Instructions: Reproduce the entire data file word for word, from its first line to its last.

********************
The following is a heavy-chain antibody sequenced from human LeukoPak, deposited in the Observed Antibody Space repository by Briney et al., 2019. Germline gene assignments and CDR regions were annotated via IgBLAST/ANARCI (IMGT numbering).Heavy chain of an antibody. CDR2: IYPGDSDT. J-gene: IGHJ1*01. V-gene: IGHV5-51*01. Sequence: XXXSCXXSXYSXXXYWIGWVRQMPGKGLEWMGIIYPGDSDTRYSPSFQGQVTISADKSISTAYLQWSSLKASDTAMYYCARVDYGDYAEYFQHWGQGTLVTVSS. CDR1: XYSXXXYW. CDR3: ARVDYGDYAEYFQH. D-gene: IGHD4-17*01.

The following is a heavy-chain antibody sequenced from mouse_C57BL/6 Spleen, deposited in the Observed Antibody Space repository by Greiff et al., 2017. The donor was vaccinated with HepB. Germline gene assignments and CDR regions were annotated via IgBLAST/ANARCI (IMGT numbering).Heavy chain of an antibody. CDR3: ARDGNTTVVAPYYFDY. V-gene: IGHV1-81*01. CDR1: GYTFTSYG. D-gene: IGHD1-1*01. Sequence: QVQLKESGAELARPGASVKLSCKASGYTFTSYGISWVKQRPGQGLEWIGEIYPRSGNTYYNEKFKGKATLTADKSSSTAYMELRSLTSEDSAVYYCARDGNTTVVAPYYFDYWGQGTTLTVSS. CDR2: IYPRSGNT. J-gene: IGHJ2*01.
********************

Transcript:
The following is a heavy-chain antibody sequenced from human LeukoPak, deposited in the Observed Antibody Space repository by Briney et al., 2019. Germline gene assignments and CDR regions were annotated via IgBLAST/ANARCI (IMGT numbering).Heavy chain of an antibody. CDR2: IYPGDSDT. J-gene: IGHJ1*01. V-gene: IGHV5-51*01. Sequence: XXXSCXXSXYSXXXYWIGWVRQMPGKGLEWMGIIYPGDSDTRYSPSFQGQVTISADKSISTAYLQWSSLKASDTAMYYCARVDYGDYAEYFQHWGQGTLVTVSS. CDR1: XYSXXXYW. CDR3: ARVDYGDYAEYFQH. D-gene: IGHD4-17*01.

The following is a heavy-chain antibody sequenced from mouse_C57BL/6 Spleen, deposited in the Observed Antibody Space repository by Greiff et al., 2017. The donor was vaccinated with HepB. Germline gene assignments and CDR regions were annotated via IgBLAST/ANARCI (IMGT numbering).Heavy chain of an antibody. CDR3: ARDGNTTVVAPYYFDY. V-gene: IGHV1-81*01. CDR1: GYTFTSYG. D-gene: IGHD1-1*01. Sequence: QVQLKESGAELARPGASVKLSCKASGYTFTSYGISWVKQRPGQGLEWIGEIYPRSGNTYYNEKFKGKATLTADKSSSTAYMELRSLTSEDSAVYYCARDGNTTVVAPYYFDYWGQGTTLTVSS. CDR2: IYPRSGNT. J-gene: IGHJ2*01.